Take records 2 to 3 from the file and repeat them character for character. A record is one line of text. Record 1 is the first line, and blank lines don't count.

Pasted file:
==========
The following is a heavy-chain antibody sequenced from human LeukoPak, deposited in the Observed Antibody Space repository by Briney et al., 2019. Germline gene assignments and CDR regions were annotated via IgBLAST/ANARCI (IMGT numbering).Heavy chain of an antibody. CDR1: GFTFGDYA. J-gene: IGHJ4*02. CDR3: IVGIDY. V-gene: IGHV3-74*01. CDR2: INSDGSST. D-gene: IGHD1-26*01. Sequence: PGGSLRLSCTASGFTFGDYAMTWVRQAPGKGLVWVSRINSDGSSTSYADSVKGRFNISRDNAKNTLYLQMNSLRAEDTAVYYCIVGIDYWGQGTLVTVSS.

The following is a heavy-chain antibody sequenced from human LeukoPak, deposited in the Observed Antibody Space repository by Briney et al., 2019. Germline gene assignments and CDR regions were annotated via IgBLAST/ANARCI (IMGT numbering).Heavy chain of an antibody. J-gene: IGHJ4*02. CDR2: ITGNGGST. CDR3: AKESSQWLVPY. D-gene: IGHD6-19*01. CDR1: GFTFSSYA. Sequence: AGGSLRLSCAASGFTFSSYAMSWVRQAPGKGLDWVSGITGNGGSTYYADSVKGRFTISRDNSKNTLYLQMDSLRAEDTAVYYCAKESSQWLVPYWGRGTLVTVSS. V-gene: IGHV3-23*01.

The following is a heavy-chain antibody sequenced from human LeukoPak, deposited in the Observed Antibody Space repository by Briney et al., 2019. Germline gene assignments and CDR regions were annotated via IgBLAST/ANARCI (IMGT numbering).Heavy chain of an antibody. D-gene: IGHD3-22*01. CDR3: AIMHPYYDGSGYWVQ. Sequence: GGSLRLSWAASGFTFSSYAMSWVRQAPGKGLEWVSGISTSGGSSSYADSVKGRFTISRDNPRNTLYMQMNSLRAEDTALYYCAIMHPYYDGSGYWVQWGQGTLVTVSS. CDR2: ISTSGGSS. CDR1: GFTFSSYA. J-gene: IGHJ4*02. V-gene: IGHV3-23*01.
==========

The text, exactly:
The following is a heavy-chain antibody sequenced from human LeukoPak, deposited in the Observed Antibody Space repository by Briney et al., 2019. Germline gene assignments and CDR regions were annotated via IgBLAST/ANARCI (IMGT numbering).Heavy chain of an antibody. J-gene: IGHJ4*02. CDR2: ITGNGGST. CDR3: AKESSQWLVPY. D-gene: IGHD6-19*01. CDR1: GFTFSSYA. Sequence: AGGSLRLSCAASGFTFSSYAMSWVRQAPGKGLDWVSGITGNGGSTYYADSVKGRFTISRDNSKNTLYLQMDSLRAEDTAVYYCAKESSQWLVPYWGRGTLVTVSS. V-gene: IGHV3-23*01.

The following is a heavy-chain antibody sequenced from human LeukoPak, deposited in the Observed Antibody Space repository by Briney et al., 2019. Germline gene assignments and CDR regions were annotated via IgBLAST/ANARCI (IMGT numbering).Heavy chain of an antibody. D-gene: IGHD3-22*01. CDR3: AIMHPYYDGSGYWVQ. Sequence: GGSLRLSWAASGFTFSSYAMSWVRQAPGKGLEWVSGISTSGGSSSYADSVKGRFTISRDNPRNTLYMQMNSLRAEDTALYYCAIMHPYYDGSGYWVQWGQGTLVTVSS. CDR2: ISTSGGSS. CDR1: GFTFSSYA. J-gene: IGHJ4*02. V-gene: IGHV3-23*01.